C and C++ want people to use them, but make people pay for the standards. Sure, you can download a draft, but it's not guaranteed that's what's in the standard.

What is the point of a standard if you disable people from conforming to it?

  • 6
    And it costs $250 (without the resellers discounts).

    I've tried for so long to come to terms with why this pay-wall exists but the defenders always climb the "Pay the developer. Hurr Durr" bandwagon. It isn't even paid to the devs. It's for ISO as an organization.

    Fuck this model man.
  • 4
    When I was looking for the OPCUA spec I found it for like $200 per chapter. There are like 14 chapters. Then I signed up with an OPCUA foundation and found I could download it for free. Still confused about how that works. It cost zero to sign up.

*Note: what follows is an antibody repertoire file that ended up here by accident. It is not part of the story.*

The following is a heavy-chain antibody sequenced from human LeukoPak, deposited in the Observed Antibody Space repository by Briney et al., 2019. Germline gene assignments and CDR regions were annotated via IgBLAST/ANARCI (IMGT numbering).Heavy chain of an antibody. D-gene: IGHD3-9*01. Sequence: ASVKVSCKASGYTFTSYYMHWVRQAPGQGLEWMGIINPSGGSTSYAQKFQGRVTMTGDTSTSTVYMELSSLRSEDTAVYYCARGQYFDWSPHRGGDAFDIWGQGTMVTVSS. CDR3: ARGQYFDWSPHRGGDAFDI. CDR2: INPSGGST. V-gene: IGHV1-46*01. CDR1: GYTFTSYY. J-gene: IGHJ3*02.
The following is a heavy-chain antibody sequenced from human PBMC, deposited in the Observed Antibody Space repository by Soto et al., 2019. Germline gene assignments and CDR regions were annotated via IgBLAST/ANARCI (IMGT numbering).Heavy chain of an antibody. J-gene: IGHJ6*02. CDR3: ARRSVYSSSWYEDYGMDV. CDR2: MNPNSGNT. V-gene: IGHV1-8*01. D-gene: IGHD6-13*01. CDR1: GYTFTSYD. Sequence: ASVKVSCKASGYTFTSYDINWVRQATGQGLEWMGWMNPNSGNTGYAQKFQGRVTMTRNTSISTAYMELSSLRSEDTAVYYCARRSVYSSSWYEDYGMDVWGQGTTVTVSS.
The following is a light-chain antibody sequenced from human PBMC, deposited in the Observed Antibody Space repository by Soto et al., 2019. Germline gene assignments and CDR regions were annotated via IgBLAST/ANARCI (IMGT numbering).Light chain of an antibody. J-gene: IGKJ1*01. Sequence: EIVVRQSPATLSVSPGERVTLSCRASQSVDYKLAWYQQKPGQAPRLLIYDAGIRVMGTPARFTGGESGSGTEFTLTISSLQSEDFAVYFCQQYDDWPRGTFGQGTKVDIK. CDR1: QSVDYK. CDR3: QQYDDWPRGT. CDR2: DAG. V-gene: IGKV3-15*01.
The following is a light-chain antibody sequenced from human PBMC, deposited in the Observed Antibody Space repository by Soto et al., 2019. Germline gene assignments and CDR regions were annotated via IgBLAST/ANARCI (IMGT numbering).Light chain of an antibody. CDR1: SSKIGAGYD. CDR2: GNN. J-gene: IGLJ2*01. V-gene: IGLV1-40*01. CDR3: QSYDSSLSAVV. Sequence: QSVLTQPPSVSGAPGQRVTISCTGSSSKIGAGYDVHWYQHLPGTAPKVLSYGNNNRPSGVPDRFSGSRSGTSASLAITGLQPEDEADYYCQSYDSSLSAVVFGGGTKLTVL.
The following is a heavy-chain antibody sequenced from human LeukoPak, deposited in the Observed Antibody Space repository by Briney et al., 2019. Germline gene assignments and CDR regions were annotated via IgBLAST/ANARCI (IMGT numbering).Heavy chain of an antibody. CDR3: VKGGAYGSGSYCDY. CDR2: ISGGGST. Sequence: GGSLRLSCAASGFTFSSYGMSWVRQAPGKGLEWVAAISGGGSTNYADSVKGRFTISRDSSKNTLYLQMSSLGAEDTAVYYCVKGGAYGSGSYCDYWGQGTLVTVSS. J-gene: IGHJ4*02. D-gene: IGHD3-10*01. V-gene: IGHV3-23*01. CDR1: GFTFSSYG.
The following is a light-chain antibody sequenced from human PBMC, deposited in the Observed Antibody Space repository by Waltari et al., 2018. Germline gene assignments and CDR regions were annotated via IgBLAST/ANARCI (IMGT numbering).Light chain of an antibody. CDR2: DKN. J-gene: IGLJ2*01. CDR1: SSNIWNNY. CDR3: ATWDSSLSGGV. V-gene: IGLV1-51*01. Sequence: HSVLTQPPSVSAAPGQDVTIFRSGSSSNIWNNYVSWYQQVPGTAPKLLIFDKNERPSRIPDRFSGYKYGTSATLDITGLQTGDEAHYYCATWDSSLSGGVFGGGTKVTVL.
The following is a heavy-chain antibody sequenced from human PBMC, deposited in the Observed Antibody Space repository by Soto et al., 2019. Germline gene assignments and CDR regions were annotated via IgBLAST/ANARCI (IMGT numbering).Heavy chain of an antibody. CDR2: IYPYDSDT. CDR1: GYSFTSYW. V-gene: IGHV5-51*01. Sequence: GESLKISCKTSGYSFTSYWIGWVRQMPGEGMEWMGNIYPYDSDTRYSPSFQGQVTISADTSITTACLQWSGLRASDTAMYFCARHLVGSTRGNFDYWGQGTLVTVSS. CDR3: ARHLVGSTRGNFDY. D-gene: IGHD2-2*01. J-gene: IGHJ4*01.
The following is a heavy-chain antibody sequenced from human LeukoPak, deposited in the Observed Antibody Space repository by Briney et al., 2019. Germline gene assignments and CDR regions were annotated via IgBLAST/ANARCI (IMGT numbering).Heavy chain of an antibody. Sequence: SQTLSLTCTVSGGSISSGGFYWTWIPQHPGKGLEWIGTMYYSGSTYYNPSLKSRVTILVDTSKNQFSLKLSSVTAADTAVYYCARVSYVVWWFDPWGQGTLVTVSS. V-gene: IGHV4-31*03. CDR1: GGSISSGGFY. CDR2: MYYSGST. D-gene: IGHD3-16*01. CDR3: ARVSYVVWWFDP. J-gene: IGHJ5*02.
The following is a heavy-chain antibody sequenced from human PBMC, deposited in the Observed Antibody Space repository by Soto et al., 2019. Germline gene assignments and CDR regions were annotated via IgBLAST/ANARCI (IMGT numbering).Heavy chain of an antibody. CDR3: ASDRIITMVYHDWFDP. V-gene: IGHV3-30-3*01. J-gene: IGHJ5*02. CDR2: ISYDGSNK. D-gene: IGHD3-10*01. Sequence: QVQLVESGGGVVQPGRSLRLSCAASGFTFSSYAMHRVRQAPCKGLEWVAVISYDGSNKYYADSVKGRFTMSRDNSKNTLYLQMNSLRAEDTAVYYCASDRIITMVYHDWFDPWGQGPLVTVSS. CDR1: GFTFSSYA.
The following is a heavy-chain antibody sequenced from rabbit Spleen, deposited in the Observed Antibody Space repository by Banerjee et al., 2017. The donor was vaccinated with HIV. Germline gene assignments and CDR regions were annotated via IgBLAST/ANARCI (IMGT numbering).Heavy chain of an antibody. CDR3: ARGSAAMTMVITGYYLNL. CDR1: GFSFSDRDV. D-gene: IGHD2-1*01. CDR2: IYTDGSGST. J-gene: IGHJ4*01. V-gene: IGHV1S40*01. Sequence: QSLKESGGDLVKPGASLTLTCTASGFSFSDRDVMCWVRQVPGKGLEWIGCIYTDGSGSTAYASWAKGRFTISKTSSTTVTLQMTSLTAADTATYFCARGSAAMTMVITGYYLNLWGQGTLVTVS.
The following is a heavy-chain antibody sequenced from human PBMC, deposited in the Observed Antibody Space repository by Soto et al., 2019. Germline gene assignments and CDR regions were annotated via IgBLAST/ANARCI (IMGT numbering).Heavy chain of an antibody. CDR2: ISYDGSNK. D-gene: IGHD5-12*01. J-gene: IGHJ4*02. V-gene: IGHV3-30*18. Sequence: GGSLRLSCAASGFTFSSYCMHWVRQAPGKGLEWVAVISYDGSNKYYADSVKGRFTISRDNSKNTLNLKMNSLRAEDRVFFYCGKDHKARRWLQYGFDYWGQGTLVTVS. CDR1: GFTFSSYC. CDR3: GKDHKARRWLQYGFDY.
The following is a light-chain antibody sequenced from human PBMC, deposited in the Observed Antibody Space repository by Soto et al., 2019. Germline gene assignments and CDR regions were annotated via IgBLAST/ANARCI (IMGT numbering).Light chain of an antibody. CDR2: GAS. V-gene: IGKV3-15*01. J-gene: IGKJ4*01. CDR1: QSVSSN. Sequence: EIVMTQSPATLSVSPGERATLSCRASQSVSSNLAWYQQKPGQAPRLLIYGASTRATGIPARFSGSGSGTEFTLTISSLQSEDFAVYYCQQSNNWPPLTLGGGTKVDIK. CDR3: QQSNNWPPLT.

• 0
    If it is an ISO standard EU and Asian countries can only buy compliant products
  • 1
    You would be better off with a book by someone anyway. I bought the C++ 11 book by Stroustrup. He goes into detail explaining the standard. It is a lot cheaper anyway. I should probably pick up a copy of 17 or 20 now though.
  • 1
    @Demolishun I don't need explanations of the standard. I need THE standard.
  • 0
    I wonder, is the standard even required to be upholded as the holy grail or is it just a tool to make your C++ implementation "legally" compliant.
  • 1
    @3rdWorldPoison The former. Especially in C/C++, standards mean a lot.
  • 0
    @junon Maybe I'm still not experienced enough with the language to appreciate it :P
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